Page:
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Reports show lax enforcement of biotech rules

USDA's oversight of field trials for genetically engineered crops is inadequate,
and the agency is unable to track even the number of “noncompliance” incidents that developers report, critics say.
Mateusz Perkowski

Capital Press

Published on March 20, 2014 8:11AM

USDA’s oversight of field trials for genetically engineered crops is inadequate, and the agency is unable to track even the number of “noncompliance” incidents that developers report, critics say.

Though only 21 incidents are included in a summary on the agency’s Animal and Plant Health Inspection Service website, about 170 incidents are described in records the Capital Press obtained from APHIS under a Freedom of Information Act request. The records cover the years 1998 to 2013.

The number of events may be even higher. Records APHIS released last year to the Reuters news agency showed biotech developers had reported 483 noncompliance incidents.

A representative of APHIS said the agency would search its records again in an attempt to explain the discrepancies.

The discovery of genetically modified wheat in an Eastern Oregon field last year has turned the spotlight on how APHIS monitors the development of such crops. APHIS investigators are yet to release their report on the source of the wheat, which has not been approved for commercial cultivation.

Critics say the list of violations released to Capital Press highlights deficiencies in APHIS oversight.

“You can’t control it if you don’t know the basics, like where a crop is planted,” said Bill Freese, science policy analyst for the Center for Food Safety, an environmental nonprofit.

“It’s not adequate. APHIS needs to get a better handle on the whole field trial system,” he said.

The inconsistency in noncompliance incidents reported by the agency could be an attempt to minimize the problem, Freese said.

“APHIS wants to project the image of being responsible,” he said. “Putting out the full list to the public, as they should, would reflect poorly on them.”

Under APHIS rules, biotech developers must notify the agency of field trials for genetically engineered crops that haven’t been deregulated for commercial cultivation. The companies must also abide by protocols to prevent the restricted crops from escaping into the environment.

Critics have complained that the rules are far too loose, as APHIS regulations allow companies to establish their own protocols and the agency has limited resources to enforce them.

Some of the noncompliance incidents released to Capital Press raise concerns about the possibility of cross-pollination or escape, said Carol Mallory-Smith, a weed science professor at Oregon State University. 

While some incidents seem to be paperwork errors, others appear more substantive — for example, the failure to monitor volunteers, she said.

“There could be seed loss,” Mallory-Smith said.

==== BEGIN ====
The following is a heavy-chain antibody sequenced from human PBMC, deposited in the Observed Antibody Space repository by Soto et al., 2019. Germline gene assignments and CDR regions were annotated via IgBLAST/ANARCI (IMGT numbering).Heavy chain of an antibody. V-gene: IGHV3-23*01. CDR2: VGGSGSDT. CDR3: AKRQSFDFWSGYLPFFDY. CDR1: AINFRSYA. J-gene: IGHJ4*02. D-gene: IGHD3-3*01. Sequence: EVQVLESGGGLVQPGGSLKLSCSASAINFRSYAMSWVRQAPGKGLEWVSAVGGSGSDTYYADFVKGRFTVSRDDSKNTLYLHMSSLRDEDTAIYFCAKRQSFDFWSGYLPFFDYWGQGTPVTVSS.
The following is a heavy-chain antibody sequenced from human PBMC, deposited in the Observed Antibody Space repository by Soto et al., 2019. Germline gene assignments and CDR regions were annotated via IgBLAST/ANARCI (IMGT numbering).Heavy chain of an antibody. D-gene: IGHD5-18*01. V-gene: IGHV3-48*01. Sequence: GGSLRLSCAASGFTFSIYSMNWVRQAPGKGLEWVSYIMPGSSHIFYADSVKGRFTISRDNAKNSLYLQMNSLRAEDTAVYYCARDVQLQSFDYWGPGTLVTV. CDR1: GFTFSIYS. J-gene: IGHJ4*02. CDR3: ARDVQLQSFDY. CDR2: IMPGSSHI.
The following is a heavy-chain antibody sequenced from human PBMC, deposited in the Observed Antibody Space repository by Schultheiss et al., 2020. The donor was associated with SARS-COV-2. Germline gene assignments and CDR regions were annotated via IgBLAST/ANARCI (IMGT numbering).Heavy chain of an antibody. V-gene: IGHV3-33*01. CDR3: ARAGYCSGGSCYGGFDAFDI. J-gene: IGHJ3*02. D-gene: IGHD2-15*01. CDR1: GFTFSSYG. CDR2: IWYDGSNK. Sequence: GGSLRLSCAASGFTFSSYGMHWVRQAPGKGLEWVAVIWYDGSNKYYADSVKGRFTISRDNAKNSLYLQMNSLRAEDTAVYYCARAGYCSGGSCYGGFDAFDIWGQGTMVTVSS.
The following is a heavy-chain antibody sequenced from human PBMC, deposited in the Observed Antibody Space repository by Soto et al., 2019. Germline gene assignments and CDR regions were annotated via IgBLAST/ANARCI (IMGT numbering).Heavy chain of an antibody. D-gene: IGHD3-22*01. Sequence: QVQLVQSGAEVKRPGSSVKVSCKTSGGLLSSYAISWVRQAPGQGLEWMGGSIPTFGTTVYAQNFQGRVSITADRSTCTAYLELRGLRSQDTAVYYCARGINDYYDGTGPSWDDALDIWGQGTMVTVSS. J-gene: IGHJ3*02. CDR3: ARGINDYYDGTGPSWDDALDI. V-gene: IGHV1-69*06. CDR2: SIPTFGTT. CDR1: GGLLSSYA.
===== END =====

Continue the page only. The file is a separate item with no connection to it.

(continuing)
Improperly cleaned equipment and animal intrusions also provide ways for genetics to spread, she said.

“You don’t know where those animals went. They could have moved seed around,” Mallory-Smith said.

Following are some of the biotech field trial incidents described in the FOIA records released to Capital Press:

• Soybean seeds lost in shipment.

• Failure to clean a planter in a cotton field trial and “potential commingling in other plantings.”

• Improperly cleaned tillage equipment, with biotech corn kernels later found on the machinery.

• Animal damage from cattle in a corn trial, including a case that wasn’t timely reported to APHIS.

• Deviations from authorized isolation distances for several crops.

• Corn kernels and whole ears found after harvest at a trial site that was supposed to be tilled.

• A truck rolled over and spilled regulated corn by a highway.

• Soil from a restricted corn trial site was used to fill a drainage ditch.

• Planting in excess of the authorized acreage.

• Crops planted in a different location than reported to APHIS.

• Corn with red kernels that connote biotech genes was found at an unauthorized site and during commercial production. The companies named in the APHIS records include major global biotech developers such as Bayer, BASF, Dow, Monsanto, Pioneer, Syngenta and Ventria, as well as turf and garden products producer Scotts.

The Biotechnology Industry Organization said its members go far beyond the minimum compliance measures required by APHIS.

“Stewardship is a top priority,” said Karen Batra, communications director for BIO. “We have every reason to believe this should not be a problem.”

Developers are required to report even the smallest deviation from the APHIS notification or permit, said Garry Hamlin, a spokesman for Dow.

In one case, for example, Dow reported a package that had ruptured and spilled three to five seeds, he said.

The company conducts “multifunctional internal reviews” of each incident to prevent future problems, Hamlin said.

“On the rare occasion when a compliance situation is identified, we work with the authorities to quickly resolve any concerns and improve our procedures for ongoing and future trials,” said Greg Wandrey, director of stewardship and compliance for DuPont Pioneer.

Monsanto has conducted 26,000 biotech field trials since 1990 and less than one-fourth of 1 percent were associated with a non-compliance incident, said Tom Helscher, spokesman for the company.

Lance Latham, spokesman for Scotts, said the company experienced setbacks when its biotech bentgrass was found growing outside field testing sites.

The company has cooperated with USDA and is “still awaiting regulatory approval for this variety of bentgrass,” he said.


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